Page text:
WIPO Arbitration and Mediation Center
ADMINISTRATIVE PANEL DECISION
Groupe Adeo v. Emerson Arcanjo Do Carmo
Case No. D2017-1063
1. The Parties
Complainant is Groupe Adeo of Ronchin, France, represented by CSC Digital Brand Services AB, Sweden.
Respondent is Emerson Arcanjo Do Carmo of Sao Paulo, Brazil.
2. The Domain Name and Registrar
The disputed domain name <leroymerlin.store> is registered with Tucows Inc. (the "Registrar").
3. Procedural History
The Complaint was filed with the WIPO Arbitration and Mediation Center (the "Center") on May 31, 2017. On June 1, 2017, the Center transmitted by email to the Registrar a request for registrar verification in connection with the disputed domain name. The Center received a communication from the Registrar on June 1, 2017. On June 6, 2017, the Registrar transmitted by email to the Center its verification response confirming that Respondent is listed as the registrant and providing the contact details.
The Center verified that the Complaint satisfied the formal requirements of the Uniform Domain Name Dispute Resolution Policy (the "Policy" or "UDRP"), the Rules for Uniform Domain Name Dispute Resolution Policy (the "Rules"), and the WIPO Supplemental Rules for Uniform Domain Name Dispute Resolution Policy (the "Supplemental Rules").
In accordance with the Rules, paragraphs 2 and 4, the Center formally notified Respondent of the Complaint, and the proceedings commenced on June 7, 2017. In accordance with the Rules, paragraph 5, the due date for Response was June 27, 2017. Respondent did not submit any response. Accordingly, the Center notified Respondent of its default on June 28, 2017.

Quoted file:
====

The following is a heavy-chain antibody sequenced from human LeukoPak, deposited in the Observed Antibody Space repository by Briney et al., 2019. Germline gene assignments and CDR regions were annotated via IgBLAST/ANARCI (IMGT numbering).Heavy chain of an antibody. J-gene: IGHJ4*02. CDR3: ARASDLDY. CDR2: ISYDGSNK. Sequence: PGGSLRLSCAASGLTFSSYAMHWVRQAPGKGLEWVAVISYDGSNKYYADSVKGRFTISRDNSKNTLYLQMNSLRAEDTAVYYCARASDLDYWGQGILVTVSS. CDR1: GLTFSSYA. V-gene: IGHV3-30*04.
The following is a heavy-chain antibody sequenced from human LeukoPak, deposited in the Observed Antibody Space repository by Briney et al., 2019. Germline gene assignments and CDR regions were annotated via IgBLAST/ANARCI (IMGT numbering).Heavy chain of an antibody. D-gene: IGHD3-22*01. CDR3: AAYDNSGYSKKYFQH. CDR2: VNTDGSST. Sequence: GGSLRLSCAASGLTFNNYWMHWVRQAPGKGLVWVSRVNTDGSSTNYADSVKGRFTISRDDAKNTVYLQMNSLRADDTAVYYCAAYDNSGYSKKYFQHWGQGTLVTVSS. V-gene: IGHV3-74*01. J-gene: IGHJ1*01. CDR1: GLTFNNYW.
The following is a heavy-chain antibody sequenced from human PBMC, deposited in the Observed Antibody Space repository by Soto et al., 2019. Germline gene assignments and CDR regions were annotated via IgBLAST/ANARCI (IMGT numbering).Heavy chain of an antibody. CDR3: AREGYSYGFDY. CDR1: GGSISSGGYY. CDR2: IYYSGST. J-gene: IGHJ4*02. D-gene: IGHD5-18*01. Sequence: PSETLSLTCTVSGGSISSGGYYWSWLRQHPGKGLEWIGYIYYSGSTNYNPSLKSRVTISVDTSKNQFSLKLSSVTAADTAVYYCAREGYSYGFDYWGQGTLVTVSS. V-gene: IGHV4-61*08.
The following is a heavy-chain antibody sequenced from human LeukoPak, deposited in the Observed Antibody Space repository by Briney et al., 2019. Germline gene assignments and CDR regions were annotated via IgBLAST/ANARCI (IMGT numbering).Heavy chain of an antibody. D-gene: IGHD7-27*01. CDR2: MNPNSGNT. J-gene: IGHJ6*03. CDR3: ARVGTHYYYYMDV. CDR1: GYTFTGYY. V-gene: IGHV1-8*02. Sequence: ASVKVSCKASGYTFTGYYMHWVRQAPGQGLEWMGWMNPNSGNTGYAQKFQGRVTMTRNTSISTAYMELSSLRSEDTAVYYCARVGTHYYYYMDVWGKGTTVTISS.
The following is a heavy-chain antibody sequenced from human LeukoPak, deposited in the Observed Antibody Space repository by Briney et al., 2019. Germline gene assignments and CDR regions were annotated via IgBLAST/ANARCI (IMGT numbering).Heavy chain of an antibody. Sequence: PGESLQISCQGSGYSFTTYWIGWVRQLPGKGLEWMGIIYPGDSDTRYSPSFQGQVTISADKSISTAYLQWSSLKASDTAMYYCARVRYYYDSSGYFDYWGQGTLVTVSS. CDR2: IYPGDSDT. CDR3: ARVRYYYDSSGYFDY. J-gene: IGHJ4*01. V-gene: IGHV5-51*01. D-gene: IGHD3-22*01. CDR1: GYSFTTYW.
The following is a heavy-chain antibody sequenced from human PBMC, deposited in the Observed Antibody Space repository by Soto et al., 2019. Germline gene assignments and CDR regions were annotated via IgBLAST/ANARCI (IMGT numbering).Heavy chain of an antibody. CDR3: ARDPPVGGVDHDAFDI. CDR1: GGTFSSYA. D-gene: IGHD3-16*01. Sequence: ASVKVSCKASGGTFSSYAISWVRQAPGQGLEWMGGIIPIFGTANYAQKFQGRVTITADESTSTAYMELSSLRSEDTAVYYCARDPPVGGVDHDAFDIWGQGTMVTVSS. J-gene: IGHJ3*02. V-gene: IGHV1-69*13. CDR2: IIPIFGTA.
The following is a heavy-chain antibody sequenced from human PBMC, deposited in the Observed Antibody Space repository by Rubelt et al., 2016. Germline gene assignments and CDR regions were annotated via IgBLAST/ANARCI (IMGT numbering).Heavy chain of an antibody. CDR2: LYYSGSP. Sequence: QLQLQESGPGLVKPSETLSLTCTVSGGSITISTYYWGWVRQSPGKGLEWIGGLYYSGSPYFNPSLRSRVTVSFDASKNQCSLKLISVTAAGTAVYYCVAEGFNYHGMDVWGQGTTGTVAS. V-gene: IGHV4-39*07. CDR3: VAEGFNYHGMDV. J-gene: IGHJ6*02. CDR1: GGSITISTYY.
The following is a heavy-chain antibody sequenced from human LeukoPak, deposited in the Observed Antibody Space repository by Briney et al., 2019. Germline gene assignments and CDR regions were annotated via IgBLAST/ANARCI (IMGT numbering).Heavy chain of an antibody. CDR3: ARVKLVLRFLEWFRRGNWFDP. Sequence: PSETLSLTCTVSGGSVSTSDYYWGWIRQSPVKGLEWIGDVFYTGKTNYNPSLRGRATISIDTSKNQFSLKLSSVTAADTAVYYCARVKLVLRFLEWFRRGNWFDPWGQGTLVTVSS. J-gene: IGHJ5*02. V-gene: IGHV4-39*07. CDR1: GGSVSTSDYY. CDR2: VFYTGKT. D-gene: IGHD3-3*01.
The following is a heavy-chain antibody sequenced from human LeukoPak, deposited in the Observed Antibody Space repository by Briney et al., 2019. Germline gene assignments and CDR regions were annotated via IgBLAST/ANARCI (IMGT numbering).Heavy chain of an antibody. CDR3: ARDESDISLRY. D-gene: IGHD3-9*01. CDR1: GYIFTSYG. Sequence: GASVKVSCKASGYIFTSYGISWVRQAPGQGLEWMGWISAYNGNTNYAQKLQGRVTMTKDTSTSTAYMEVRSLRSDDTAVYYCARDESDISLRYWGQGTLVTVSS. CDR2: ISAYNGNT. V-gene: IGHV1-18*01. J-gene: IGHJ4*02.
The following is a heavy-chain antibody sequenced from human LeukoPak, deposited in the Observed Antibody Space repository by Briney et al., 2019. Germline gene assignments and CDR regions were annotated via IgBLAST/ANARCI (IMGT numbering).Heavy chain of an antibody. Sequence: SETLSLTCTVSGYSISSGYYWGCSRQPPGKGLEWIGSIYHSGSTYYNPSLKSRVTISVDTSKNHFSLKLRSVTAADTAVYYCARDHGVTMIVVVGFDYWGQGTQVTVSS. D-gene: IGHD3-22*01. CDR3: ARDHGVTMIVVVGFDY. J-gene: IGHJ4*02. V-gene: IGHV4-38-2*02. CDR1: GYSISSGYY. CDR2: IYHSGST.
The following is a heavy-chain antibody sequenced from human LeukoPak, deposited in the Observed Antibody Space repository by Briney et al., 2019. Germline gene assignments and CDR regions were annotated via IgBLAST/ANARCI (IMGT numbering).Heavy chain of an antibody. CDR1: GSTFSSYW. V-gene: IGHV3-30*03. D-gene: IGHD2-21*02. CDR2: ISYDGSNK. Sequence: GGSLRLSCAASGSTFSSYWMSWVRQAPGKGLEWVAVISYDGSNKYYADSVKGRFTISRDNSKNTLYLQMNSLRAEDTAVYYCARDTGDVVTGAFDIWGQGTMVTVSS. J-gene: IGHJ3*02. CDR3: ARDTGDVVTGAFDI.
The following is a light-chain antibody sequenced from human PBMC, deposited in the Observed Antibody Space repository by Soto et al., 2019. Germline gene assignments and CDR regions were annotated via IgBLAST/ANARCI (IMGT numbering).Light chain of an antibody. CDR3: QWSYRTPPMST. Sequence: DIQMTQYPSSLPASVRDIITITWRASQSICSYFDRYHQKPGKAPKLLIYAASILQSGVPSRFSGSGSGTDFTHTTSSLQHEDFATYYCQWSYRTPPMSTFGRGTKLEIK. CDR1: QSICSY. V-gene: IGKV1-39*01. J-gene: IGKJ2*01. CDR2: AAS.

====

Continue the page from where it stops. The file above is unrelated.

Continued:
The Center appointed Michael A. Albert as the sole panelist in this matter on July 4, 2017. The Panel finds that it was properly constituted. The Panel has submitted the Statement of Acceptance and Declaration of Impartiality and Independence, as required by the Center to ensure compliance with the Rules, paragraph 7.
4. Factual Background
Complainant asserts that it is the leading "do-it-yourself" ("DIY") retailer in France and the third largest in the world, maintaining store locations across twelve countries, including Brazil. Complainant has used the LEROY MERLIN trademark in commerce since at least as early as the 1960s. Complainant has obtained multiple registrations for this mark across various jurisdictions. According to the evidence supplied in the Complaint, its French registrations date back to an application published March 6, 1992. The dates of Complainant's various Brazilian registrations are less clear.
Complainant also operates websites at <leroymerlin.fr> and <leroymerlin.com>, which were both originally registered on September 13, 1996. Complainant also operates a website at <leroymerlin.com.br>, which was originally registered on May 29, 1998.
The disputed domain name, <leroymerlin.store>, was registered with Tucows Inc. on December 6, 2016, and does not resolve to an active website.
5. Parties' Contentions
Complainant alleges that the disputed domain name is identical or confusingly similar to its LEROY MERLIN trademark because it consists of Complainant's mark in its entirety, with a merely generic additional term, "store."
Complainant also alleges that Respondent has no rights or legitimate interests in the disputed domain name because Complainant has given no license or authorization to Respondent for the use of the LEROY MERLIN mark, nor has Respondent engaged in a bona fide offering of goods or services.
Finally, Complainant alleges that Respondent has at least constructive notice of the LEROY MERLIN mark because of Complainant's status as a leading DIY retailer worldwide, including a significant presence in Respondent's home country of Brazil, as well as Complainant's various trademark registrations. Complainant asserts that the disputed domain name leads to an inactive site and that Respondent is currently offering to sell the disputed domain name, thereby demonstrating that Respondent registered and used the disputed domain name in bad faith.
Respondent did not reply to Complainant's contentions.
6. Discussion and Findings